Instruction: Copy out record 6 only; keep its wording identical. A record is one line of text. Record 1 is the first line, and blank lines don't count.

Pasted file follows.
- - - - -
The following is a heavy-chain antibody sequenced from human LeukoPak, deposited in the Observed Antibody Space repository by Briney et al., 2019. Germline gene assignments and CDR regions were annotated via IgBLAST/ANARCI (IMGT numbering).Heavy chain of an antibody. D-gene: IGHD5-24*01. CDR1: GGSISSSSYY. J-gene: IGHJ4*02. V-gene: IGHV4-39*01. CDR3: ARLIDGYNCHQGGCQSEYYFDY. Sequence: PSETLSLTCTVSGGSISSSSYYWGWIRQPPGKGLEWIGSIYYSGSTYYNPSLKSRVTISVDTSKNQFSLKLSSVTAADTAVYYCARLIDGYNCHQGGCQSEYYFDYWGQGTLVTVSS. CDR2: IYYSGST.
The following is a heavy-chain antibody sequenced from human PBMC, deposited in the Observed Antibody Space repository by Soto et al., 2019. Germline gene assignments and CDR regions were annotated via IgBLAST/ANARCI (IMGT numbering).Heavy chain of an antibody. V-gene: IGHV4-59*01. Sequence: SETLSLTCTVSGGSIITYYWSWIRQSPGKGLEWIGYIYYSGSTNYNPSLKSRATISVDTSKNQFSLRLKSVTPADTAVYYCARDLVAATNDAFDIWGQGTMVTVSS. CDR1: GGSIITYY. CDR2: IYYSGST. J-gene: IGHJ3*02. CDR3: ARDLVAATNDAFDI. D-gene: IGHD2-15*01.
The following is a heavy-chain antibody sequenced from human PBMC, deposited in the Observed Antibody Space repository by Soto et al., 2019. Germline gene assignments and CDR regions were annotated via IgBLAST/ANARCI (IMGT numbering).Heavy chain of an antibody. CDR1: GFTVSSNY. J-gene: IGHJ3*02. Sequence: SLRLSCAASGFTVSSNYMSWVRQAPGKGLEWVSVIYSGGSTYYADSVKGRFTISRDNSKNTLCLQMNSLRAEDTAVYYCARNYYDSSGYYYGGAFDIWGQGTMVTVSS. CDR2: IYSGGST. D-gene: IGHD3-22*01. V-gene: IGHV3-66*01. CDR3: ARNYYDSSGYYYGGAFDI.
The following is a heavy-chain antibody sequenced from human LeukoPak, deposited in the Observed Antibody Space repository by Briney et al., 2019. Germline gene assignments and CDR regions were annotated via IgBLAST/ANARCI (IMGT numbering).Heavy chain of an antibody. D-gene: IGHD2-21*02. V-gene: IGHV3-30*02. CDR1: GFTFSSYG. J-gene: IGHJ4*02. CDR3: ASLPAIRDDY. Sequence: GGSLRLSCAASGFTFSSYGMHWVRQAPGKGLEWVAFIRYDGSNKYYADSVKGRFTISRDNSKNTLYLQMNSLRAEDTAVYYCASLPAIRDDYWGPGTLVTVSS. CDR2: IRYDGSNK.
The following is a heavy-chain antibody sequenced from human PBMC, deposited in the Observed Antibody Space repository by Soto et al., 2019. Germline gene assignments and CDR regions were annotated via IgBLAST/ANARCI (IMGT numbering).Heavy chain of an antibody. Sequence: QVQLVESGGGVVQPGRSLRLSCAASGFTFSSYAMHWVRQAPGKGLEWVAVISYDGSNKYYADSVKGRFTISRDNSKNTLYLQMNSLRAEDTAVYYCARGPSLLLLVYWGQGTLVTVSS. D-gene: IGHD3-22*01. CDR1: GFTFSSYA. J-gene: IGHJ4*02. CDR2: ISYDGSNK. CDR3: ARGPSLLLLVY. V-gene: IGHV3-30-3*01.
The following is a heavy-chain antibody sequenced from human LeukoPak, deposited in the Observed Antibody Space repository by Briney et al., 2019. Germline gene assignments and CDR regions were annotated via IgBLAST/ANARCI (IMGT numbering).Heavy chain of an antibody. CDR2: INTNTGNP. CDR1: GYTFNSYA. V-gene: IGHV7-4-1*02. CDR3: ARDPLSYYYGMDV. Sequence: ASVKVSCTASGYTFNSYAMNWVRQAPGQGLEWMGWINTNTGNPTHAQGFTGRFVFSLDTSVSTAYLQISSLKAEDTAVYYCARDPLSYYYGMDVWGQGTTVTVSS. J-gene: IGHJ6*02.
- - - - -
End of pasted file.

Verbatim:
The following is a heavy-chain antibody sequenced from human LeukoPak, deposited in the Observed Antibody Space repository by Briney et al., 2019. Germline gene assignments and CDR regions were annotated via IgBLAST/ANARCI (IMGT numbering).Heavy chain of an antibody. CDR2: INTNTGNP. CDR1: GYTFNSYA. V-gene: IGHV7-4-1*02. CDR3: ARDPLSYYYGMDV. Sequence: ASVKVSCTASGYTFNSYAMNWVRQAPGQGLEWMGWINTNTGNPTHAQGFTGRFVFSLDTSVSTAYLQISSLKAEDTAVYYCARDPLSYYYGMDVWGQGTTVTVSS. J-gene: IGHJ6*02.